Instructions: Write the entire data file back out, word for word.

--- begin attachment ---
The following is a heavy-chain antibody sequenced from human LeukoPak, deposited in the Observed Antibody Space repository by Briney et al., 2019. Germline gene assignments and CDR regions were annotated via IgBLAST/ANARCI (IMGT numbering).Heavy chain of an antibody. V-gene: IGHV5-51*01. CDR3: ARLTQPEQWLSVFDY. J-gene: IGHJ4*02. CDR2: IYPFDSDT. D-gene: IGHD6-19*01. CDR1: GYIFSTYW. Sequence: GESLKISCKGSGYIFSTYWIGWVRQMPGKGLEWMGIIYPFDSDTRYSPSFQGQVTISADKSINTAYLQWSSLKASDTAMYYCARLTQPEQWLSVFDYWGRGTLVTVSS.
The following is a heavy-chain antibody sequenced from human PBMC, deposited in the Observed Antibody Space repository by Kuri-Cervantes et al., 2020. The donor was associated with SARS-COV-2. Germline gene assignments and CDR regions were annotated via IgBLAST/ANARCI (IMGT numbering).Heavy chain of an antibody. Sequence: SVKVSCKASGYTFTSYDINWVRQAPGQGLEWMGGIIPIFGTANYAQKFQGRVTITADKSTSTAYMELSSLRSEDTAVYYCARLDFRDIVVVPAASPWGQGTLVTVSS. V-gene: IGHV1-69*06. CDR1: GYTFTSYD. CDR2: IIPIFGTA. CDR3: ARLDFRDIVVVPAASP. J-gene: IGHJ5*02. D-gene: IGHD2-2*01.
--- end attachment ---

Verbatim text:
The following is a heavy-chain antibody sequenced from human LeukoPak, deposited in the Observed Antibody Space repository by Briney et al., 2019. Germline gene assignments and CDR regions were annotated via IgBLAST/ANARCI (IMGT numbering).Heavy chain of an antibody. V-gene: IGHV5-51*01. CDR3: ARLTQPEQWLSVFDY. J-gene: IGHJ4*02. CDR2: IYPFDSDT. D-gene: IGHD6-19*01. CDR1: GYIFSTYW. Sequence: GESLKISCKGSGYIFSTYWIGWVRQMPGKGLEWMGIIYPFDSDTRYSPSFQGQVTISADKSINTAYLQWSSLKASDTAMYYCARLTQPEQWLSVFDYWGRGTLVTVSS.
The following is a heavy-chain antibody sequenced from human PBMC, deposited in the Observed Antibody Space repository by Kuri-Cervantes et al., 2020. The donor was associated with SARS-COV-2. Germline gene assignments and CDR regions were annotated via IgBLAST/ANARCI (IMGT numbering).Heavy chain of an antibody. Sequence: SVKVSCKASGYTFTSYDINWVRQAPGQGLEWMGGIIPIFGTANYAQKFQGRVTITADKSTSTAYMELSSLRSEDTAVYYCARLDFRDIVVVPAASPWGQGTLVTVSS. V-gene: IGHV1-69*06. CDR1: GYTFTSYD. CDR2: IIPIFGTA. CDR3: ARLDFRDIVVVPAASP. J-gene: IGHJ5*02. D-gene: IGHD2-2*01.